WHEN Hunger Games star Sam Claflin signed up for Journey’s End, he didn’t realise he would unearth such a close family connection to the tragic events depicted on screen.
Based on R.C. Sheriff’s iconic play, Journey’s End is the story of a doomed regiment of soldiers on the French frontline in World War I, starring Claflin, Asa Butterfield, Paul Bettany and Toby Jones.
The men have just rotated into the trenches when news of an impending German assault reaches the British forces, with the unlucky men the equivalent of the loser of a game of Russian roulette.
Claflin, who considers himself a history buff thanks to his father instilling in him and his brothers a strong interest since childhood, discovered his own family’s link to that particular battle in Journey’s End.
“It wasn’t until we got the filming underway and I was talking to my dad and he mentioned we had family who died in the Somme,” Claflin told news.com.au. “Then I started doing a bit of research online and I actually found out my great-great-grandfather was a sergeant in the battle we depict in the film.
“His regiment was due to be on the frontline on the day of the onslaught. But he was sent home because he had a boxing match so he managed to avoid it!”
Journey’s End, which is in cinemas now, was released earlier this year in the UK to coincide with 100-year commemorations for World War I, which lends the film an extra gravity.
“We’re not portraying real people but at the same time we’re portraying millions of real people,” Claflin said. “I think that point is always an added pressure.
“I feel like war in general is something we don’t like to talk about. It scares a lot of people. But I hope watching this sort of film will make people want to learn more and understand more.”
The production was a gruelling and challenging affair, with the exterior scenes shot in an actual trench in Wales that someone had dug up in their backyard. Much of the filming also took place in the dead of winter.
“There were two to three weeks of bitter cold and, as you’ll see, it was very muddy. So we weren’t acting being cold and muddy and getting bogged down and being tired, we were cold, muddy, bogged down and tired.
“And I think you could see the gradual decline, not only in myself but in all of us. It was sort of beating us down. It gets to the point when you watch the end of the film, I literally have no voice left because I was screaming and shouting.”
In Journey’s End, Claflin’s character, Captain Stanhope, has been on the frontlines for some years and is clearly feeling the effects, turning surly and to drink. It was what they used to call shellshock and what we now know as post-traumatic stress disorder. And his character isn’t the only one suffering it — it just manifests differently in different people.
In preparation for the film, the cast was involved in a workshop with actual veterans who talked them through their war experiences.
“I was aware of PTSD but I don’t think I understood what it is, how it affects people and the depth and complexity of it.
“In all honesty, the five hours we spent with these four veterans were the most eye-opening hours I’ve ever experienced. It completely blew my mind.”
Despite the epic nature of its story, Journey’s End is a comparatively small film for the British Claflin, who got his start in Hollywood blockbusters including Pirates of the Caribbean: On Stranger Tides and Snow White and the Huntsman.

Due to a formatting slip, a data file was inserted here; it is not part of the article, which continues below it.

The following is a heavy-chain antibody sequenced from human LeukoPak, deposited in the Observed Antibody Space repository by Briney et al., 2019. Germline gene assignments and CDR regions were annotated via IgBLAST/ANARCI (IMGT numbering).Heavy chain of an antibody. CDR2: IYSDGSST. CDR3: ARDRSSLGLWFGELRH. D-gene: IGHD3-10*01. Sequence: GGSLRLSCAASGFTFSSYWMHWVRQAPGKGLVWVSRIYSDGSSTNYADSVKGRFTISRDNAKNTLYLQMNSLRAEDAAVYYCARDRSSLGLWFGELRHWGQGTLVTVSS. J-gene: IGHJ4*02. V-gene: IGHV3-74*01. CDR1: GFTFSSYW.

Before long, he booked the role he’s probably most associated with, as Finnick Odair in the Hunger Games franchise.
Many will also recognise him as the male lead opposite Game of Thrones star Emilia Clarke in weepy romance Me Before You.
But then he switched tack, taking on smaller British productions such as Their Finest opposite Bill Nighy and Gemma Atherton and My Cousin Rachel with Rachel Weisz.
For the 32-year-old Claflin, the choice to step outside of the Hollywood machine “was and wasn’t” a deliberate choice.
“It was in the sense that creatively I wasn’t feeling as fulfilled as I hoped I would.
“Doing those big blockbuster films, as an actor, I kind of always felt like there was something missing. I think I forgot why I got into this field.
“I enjoy being other people, going to dark places and challenging myself. And it’s not that those projects weren’t challenging but I think I was so pampered and that’s not me.”
Claflin said he actively chose to do smaller projects that allowed more character work and time to prepare.
“So I chose to go back a step but in my eyes I feel like I’ve grown so much more as an actor and as a person by doing that.
“I love to work with good people on good material, no matter what the scale. I’ve had opportunities and it doesn’t matter about the scale, the quality is what matters.
“I also realised that if I fail on a smaller scale, less people will see it, if I fail on a big scale, I might never work again. So while I’m trying to figure out what I want and what I need to do, I’m allowing myself to potentially fail quietly.”
Coming up next for Claflin, who has two children with his wife Laura Haddock, also an actor, is The Nightingale, out next year locally, directed by Australian Jennifer Kent (The Babadook). Set in 19th century Tasmania, the thriller premiered at Venice Film Festival earlier this year to glowing reviews.
“The Nightingale is a prime example of really allowing myself to push in a different direction,” Claflin said. “It’s a very different side of me. As an experience it blew me away and it was incredibly difficult for many reasons.
“But I’m very excited for people to see it. It’s going to get them talking.”
Journey’s End is in cinemas now.
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